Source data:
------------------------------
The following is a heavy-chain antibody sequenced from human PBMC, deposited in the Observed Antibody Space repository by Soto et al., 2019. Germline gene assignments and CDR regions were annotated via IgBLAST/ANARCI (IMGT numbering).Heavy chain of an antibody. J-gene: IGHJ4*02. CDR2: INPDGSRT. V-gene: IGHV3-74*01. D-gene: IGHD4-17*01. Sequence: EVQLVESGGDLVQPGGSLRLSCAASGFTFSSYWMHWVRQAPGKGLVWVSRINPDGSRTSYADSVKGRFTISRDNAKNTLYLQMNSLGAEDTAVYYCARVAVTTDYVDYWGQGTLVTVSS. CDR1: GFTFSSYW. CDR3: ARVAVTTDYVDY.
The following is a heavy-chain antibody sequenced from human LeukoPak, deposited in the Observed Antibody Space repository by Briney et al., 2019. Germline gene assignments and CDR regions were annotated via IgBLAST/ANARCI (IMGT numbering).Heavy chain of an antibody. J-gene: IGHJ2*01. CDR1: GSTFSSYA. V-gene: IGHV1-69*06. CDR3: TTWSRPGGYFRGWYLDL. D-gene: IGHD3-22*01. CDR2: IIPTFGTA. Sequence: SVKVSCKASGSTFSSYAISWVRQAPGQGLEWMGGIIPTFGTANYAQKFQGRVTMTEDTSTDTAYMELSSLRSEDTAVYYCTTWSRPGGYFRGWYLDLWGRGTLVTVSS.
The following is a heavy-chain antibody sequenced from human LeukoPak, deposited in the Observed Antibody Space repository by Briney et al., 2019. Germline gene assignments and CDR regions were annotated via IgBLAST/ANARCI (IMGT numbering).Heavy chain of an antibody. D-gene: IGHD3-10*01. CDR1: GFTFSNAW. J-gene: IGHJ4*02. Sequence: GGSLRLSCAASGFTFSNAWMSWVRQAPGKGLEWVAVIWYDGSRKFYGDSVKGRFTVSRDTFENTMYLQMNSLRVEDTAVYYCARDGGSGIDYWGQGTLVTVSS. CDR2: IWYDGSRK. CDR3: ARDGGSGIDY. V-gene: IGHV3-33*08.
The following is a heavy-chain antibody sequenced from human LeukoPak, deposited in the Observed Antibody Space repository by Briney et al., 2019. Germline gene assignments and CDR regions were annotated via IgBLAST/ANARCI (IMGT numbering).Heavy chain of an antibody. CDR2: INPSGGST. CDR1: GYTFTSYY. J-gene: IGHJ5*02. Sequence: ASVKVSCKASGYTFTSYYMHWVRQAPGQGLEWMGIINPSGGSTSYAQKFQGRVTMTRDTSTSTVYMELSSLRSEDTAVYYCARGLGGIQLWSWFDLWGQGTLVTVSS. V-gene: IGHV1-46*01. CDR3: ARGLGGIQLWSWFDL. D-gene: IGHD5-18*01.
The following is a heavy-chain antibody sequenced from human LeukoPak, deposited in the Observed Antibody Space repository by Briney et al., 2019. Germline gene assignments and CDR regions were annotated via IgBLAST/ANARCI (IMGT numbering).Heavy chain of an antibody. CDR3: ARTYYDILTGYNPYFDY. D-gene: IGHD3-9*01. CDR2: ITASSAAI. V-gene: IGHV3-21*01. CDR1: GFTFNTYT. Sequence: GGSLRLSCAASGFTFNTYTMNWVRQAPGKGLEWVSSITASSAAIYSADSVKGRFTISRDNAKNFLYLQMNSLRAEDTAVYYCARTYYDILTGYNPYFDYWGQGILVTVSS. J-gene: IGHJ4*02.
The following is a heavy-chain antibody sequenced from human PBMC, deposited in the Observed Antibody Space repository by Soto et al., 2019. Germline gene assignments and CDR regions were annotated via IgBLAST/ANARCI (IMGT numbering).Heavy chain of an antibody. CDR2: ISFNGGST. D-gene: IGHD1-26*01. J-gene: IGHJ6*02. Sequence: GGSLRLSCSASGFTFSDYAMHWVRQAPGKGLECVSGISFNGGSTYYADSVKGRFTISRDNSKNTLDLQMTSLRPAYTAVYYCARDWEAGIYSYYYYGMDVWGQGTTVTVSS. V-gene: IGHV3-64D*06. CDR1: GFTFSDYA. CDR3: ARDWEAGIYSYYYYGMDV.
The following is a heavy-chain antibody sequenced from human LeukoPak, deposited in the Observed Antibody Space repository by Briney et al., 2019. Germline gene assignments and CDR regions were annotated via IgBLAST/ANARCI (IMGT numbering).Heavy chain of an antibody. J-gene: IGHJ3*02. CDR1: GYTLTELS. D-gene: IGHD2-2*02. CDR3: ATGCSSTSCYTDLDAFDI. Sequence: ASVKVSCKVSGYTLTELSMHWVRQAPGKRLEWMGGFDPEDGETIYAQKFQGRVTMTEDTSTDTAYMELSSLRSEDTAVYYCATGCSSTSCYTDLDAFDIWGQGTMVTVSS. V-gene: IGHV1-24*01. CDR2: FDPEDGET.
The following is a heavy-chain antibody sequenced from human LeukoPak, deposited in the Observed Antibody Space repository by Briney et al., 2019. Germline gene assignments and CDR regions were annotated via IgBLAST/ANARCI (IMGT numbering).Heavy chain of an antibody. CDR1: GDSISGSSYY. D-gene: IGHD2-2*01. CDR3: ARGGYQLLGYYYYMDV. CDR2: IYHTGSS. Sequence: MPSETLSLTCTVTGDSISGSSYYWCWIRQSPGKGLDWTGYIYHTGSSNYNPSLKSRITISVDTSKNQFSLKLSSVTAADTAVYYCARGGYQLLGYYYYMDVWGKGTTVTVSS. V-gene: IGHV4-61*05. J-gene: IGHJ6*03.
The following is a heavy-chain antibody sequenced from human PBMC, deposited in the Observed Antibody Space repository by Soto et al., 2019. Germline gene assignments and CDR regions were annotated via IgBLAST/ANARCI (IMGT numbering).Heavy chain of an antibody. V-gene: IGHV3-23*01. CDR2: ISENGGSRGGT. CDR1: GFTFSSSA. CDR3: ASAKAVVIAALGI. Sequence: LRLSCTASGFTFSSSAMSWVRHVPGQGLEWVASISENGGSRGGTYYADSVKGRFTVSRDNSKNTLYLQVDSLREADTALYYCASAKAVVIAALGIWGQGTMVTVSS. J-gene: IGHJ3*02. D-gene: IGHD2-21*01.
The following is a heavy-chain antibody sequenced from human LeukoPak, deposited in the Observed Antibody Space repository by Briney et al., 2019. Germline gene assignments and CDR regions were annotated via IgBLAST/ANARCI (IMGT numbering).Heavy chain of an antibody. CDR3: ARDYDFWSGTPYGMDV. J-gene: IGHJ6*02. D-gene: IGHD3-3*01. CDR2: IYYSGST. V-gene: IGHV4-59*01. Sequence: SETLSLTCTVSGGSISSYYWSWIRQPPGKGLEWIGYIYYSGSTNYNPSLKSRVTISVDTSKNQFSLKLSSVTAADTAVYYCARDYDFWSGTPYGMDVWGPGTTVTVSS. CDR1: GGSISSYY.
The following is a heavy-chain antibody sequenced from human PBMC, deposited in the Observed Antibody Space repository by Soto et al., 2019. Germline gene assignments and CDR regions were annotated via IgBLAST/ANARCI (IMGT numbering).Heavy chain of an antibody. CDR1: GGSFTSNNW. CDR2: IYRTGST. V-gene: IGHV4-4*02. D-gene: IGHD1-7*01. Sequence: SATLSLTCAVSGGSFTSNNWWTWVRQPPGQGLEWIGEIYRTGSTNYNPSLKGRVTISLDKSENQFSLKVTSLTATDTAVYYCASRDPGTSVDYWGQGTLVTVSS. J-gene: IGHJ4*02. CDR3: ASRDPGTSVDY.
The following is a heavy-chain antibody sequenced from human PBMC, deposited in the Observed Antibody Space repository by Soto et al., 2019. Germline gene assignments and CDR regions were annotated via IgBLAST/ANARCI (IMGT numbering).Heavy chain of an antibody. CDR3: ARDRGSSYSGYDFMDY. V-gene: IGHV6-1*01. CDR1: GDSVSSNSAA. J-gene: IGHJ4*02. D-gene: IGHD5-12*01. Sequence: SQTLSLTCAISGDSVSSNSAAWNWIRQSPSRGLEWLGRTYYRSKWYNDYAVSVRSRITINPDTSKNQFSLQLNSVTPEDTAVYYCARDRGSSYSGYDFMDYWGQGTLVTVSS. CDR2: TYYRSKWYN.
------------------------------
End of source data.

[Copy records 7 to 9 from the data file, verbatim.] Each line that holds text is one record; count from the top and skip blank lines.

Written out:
The following is a heavy-chain antibody sequenced from human LeukoPak, deposited in the Observed Antibody Space repository by Briney et al., 2019. Germline gene assignments and CDR regions were annotated via IgBLAST/ANARCI (IMGT numbering).Heavy chain of an antibody. J-gene: IGHJ3*02. CDR1: GYTLTELS. D-gene: IGHD2-2*02. CDR3: ATGCSSTSCYTDLDAFDI. Sequence: ASVKVSCKVSGYTLTELSMHWVRQAPGKRLEWMGGFDPEDGETIYAQKFQGRVTMTEDTSTDTAYMELSSLRSEDTAVYYCATGCSSTSCYTDLDAFDIWGQGTMVTVSS. V-gene: IGHV1-24*01. CDR2: FDPEDGET.
The following is a heavy-chain antibody sequenced from human LeukoPak, deposited in the Observed Antibody Space repository by Briney et al., 2019. Germline gene assignments and CDR regions were annotated via IgBLAST/ANARCI (IMGT numbering).Heavy chain of an antibody. CDR1: GDSISGSSYY. D-gene: IGHD2-2*01. CDR3: ARGGYQLLGYYYYMDV. CDR2: IYHTGSS. Sequence: MPSETLSLTCTVTGDSISGSSYYWCWIRQSPGKGLDWTGYIYHTGSSNYNPSLKSRITISVDTSKNQFSLKLSSVTAADTAVYYCARGGYQLLGYYYYMDVWGKGTTVTVSS. V-gene: IGHV4-61*05. J-gene: IGHJ6*03.
The following is a heavy-chain antibody sequenced from human PBMC, deposited in the Observed Antibody Space repository by Soto et al., 2019. Germline gene assignments and CDR regions were annotated via IgBLAST/ANARCI (IMGT numbering).Heavy chain of an antibody. V-gene: IGHV3-23*01. CDR2: ISENGGSRGGT. CDR1: GFTFSSSA. CDR3: ASAKAVVIAALGI. Sequence: LRLSCTASGFTFSSSAMSWVRHVPGQGLEWVASISENGGSRGGTYYADSVKGRFTVSRDNSKNTLYLQVDSLREADTALYYCASAKAVVIAALGIWGQGTMVTVSS. J-gene: IGHJ3*02. D-gene: IGHD2-21*01.